Hermitage Blanc. Why? Just why? It is often more expensive than its red sibling, whilst not being a conventionally nice drink. It has an awfully unpredictable ageing profile, that makes them almost impossible to know when to open. There is usually bugger all acidity to them, making them seem like a frumpy schoolgirl looking sulky at the dinner table. Why the hell do I keep buying them?
I buy them because, when they shine, they are one of the world’s great white wines. I also buy Hermitage Blanc almost exclusively from Domaine du Colombier. Colombier Hermitage Blanc has the most accessible ageing profile of any of the genre. It is also keenly priced, which helps we struggling wine writers with virtually no income, And, as the note below will show, they are fucking brilliant.
Hermitage Blanc 2007, Domaine du Colombier
Shitting fuck! This says 13.5% on the label and they lie! They lie! That is about 2-2.5% less than it actually is. That is of no concern, beyond meaning I will get paralytic drinking my half of the bottle, because the nose is grand, impressive and wonderful in the extreme!
OK, there is only a hint of pear/apple fruit and a powerful reek of Airfix glue, but there is a power, weight and density to this nose which is utterly beguiling. It means business; with all that booze and all that hugeness it demands you take it very seriously.
As I swirl the wine vigorously in the glass more flavours develop: a kind of damp, fungal character (I’m sure some of the booze level comes from this wine having a hint of Botrytis). This may sound repulsive but with its profound stoniness there is something of that other grand, underappreciated wine, Savennieres, to it. It is strikingly impressive, with complexities of other-worldly intricacy and compelling mystery. You need to think about this wine – if you do not you are doing it a disservice.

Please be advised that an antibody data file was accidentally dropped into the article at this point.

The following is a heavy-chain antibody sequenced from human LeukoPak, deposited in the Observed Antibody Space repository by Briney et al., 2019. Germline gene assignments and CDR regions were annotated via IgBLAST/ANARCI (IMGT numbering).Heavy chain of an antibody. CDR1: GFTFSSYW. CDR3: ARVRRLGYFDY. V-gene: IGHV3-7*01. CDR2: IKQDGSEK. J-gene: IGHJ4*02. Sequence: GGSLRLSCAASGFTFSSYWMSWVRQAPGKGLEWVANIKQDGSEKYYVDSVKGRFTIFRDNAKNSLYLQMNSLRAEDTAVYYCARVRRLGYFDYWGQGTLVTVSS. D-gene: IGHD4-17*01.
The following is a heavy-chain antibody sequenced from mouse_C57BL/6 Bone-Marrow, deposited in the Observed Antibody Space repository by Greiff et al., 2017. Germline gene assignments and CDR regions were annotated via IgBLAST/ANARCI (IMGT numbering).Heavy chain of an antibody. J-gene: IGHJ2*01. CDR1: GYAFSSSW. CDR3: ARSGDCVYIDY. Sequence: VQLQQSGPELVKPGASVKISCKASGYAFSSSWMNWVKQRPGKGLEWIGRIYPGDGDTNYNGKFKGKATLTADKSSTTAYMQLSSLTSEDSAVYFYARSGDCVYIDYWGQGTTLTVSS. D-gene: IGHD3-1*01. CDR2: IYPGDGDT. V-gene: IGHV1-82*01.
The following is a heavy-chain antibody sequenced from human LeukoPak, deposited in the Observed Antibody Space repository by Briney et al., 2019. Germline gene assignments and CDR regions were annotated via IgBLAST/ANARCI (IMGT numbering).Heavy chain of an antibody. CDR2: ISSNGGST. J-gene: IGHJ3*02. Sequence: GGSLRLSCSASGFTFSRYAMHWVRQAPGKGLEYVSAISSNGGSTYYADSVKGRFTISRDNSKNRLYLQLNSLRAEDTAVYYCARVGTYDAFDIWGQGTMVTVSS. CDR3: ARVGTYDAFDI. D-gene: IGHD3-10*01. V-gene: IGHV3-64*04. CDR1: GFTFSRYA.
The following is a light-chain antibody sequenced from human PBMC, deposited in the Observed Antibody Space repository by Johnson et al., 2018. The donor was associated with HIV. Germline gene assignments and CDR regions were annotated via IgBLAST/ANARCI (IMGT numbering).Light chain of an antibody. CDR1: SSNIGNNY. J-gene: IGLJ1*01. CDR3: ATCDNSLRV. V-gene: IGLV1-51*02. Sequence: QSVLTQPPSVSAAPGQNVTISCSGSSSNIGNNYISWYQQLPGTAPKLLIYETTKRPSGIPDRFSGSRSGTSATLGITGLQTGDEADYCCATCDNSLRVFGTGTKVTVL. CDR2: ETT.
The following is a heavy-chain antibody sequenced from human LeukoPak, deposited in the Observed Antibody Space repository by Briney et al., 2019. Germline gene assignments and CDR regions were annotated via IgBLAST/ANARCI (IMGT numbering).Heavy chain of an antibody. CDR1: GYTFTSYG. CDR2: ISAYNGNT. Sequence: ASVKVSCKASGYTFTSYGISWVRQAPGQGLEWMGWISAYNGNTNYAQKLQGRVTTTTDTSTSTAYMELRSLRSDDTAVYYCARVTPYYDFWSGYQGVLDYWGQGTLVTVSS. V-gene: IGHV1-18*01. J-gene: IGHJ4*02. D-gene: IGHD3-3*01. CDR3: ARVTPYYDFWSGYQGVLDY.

I do have to say, that if you are not a member of the wine illuminati (I am ranked as Grand Wizard) you would smell this and say it was disgusting. It is undeniably true this wine is strictly for the deeply initiated in wine, or ‘wine perverts’ as The Editor likes to call us. Pah! Call me pervert if you wish but I know I exist on a higher vinous plain than most people can imagine.
There is also no denying that the palate has a lingering afterburn. It is not just the alcohol, but (would you believe it?!?) the stunning level acidity in the wine. A Mosel Kabinett would be most pleasing with this level of acidity.
However, it is far from being out of balance. The palate is huge, with alcohol, pear-y fruit, a damp stoniness and regal, intense power and density. This wine feels so thick in your mouth that it almost feels like you need to chew it.
One character it does have, which one normally does not associate with white wine to this extent, is that it has amazing, awe-inspiring structure. There is more than a hint of astringency to the palate, it is pseudo-tannic! There is all that acidity, the fruit and stony characteristics and I am sure I can detect a hint of new wood as it burns its way down my palate. It is a terrifically well-constructed wine.
Now let us get one thing totally clear, whilst this is an incredibly fine white Hermitage of great character and class, the uninitiated just would not like it. It is that wine pervert-thing again (I give The Editor a hard stare on behalf of all wine illuminati). It is not obviously appealing, you have to fundamentally understand what makes a wine great in order to see that this is a truly great wine. This is up there with Gerard Chave’s supreme Hermitage Blanc 1990 as one of the very best Hermitage Blancs I have tasted.